What If 100% of Midwest Farmers No-Tilled?

If 100% of Midwest farmers switched to no-till, they’d prevent billions of tons of soil loss over the next 100 years, according to a research model from the University of Massachusetts Amherst.

At the current rate of tillage, the Midwest is projected to lose 8.8 billion metric tons of soil over the next 100 years. But if all farmers switched to minimal tillage or no-till, they’d reduce projected soil losses by 95%.

“The pace of loss would be so significantly slowed down by these measures that it would take 10,000 years to reach the levels of soil loss that will unfold in just a century if regional farming methods don’t change at all,” says an article from Anthropocene magazine about the research study.

53% of Most Profitable Illinois Soybean Fields Are No-Tilled

Less is more when it comes to tillage and profitability, says a report from the Illinois Precision Conservation Management program. “The Business Case for Conservation,” a summary of Illinois farmer data from 2015-22, says more than half of the most profitable Illinois farmers are no-tilling soybeans.

An analysis of 1,156 soybean fields found 53% of the most profitable fields were no-tilled. Only 8% of the most profitable soybean fields were managed with 3 or more tillage passes. As for corn, 51% of the most profitable fields were managed with minimal tillage.

Right Fungicide Application Timing Shows $17 Per Acre ROI

Timing is a critical factor for fungicide applications in soybeans. According to Beck’s Practical Farm Research (PFR) data, applying a fungicide at the R3 growth stage shows a return on investment of $17.68 per acre.

Beck’s also found that the time of day a fungicide application is made can also impact final soybean yields. Trials conducted over 3 years at multiple locations showed a $12.97 per acre advantage when fungicide was sprayed at 8.a.m. vs. $7.63 per acre at 3 p.m.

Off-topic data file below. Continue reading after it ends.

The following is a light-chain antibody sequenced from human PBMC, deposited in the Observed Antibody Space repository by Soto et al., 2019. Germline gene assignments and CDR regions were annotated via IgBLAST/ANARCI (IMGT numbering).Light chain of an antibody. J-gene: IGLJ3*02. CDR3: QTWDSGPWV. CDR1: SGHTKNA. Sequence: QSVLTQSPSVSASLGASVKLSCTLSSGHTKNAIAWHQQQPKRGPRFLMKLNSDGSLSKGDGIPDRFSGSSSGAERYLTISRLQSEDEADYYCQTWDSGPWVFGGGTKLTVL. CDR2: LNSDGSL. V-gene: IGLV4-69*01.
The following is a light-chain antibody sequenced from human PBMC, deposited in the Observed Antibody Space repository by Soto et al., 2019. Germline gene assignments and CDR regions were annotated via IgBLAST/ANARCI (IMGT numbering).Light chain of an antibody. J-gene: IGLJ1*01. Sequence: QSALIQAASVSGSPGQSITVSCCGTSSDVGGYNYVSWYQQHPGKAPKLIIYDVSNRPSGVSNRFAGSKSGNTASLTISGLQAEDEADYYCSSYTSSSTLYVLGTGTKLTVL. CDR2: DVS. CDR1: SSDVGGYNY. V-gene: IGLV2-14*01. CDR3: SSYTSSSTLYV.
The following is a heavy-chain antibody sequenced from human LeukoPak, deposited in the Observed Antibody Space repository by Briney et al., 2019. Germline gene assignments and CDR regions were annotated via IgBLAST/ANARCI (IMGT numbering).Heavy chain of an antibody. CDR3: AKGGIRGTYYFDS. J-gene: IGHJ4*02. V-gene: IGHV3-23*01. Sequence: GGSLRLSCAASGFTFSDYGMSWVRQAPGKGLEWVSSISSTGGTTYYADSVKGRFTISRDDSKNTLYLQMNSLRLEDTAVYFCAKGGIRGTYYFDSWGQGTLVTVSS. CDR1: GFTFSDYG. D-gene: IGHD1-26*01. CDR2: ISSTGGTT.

Deep Soil Testing Can Cut Fertilizer Costs

Deep soil testing may pay off more this year than many, according to a recently released Texas A&M AgriLife Extension Service publication.

By deep soil testing before planting corn, cotton and wheat, the AgriLife Extension analysis found projected savings from $13-$189 per acre are possible when taking advantage of the residual nitrogen (N) in the soil and accounting for it when making growing-season decisions.

“Deep soil sampling to depths of 6-24 inches or deeper, if feasible, should be done whenever possible,” says Texas A&M agronomist Jourdan Bell. “This allows producers to utilize the N below the upper 6 inches of soil.”

Wildfire Smoke Could Affect Crop Yields

Smoke from hundreds of wildfires burning in Canada blanketed many areas of the Midwest and the East Coast in June and July. Mark Jeschke, agronomist at Pioneer, says it’s extremely difficult to determine the impact of smoke on crop yields, but smoke does reduce sunlight intensity and increase ozone levels, both of which are bad for crops. Less light can be detrimental to crop productivity, and ground-level ozone causes more damage to plants than all other air pollutants combined.

However, smoke also scatters incoming light, which could increase plants’ light use efficiency. Jeschke says the potential effect of more diffuse light depends on characteristics of the canopy, and taller plants would likely benefit more.

No-Tiller Feels ‘Moral Obligation’ to Advocate for Conservation Ag

Havel, Ill., no-tiller Dick Lyons is asking Illinois lawmakers to pass a bill that would include funding for adopting no-till, strip-till and cover crops. His support comes after a deadly dust storm crash on Interstate 55 in central Illinois caused by soil blowing off a tilled field.

“I don’t know if it did any good, but to me, conservation is a moral obligation,” Lyons told Illinois Farmer Today in an interview about his letter asking for passage of Illinois state bill 1701.

The bill supports soil and water conservation districts in every county in Illinois and includes funding to encourage the adoption of conservation practices.

Run Ag Tires at Single-Digit PSIs

Many no-tillers are hesitant to run ag tires at single-digit PSIs for fear of damaging the tire, but tire manufacturers say the lowest safest field air pressure will provide the best crop yield.

“Ag tires need to operate at the lowest air pressure possible to reduce the effect of the machine weight on the soil, decreasing the ground pressure and soil compaction, and improving growers’ yields,” says Greg Gilland from Maxam Tire International.

Remember, once out of the field and on the road, air pressures must be increased to handle the machine’s weight at road speed.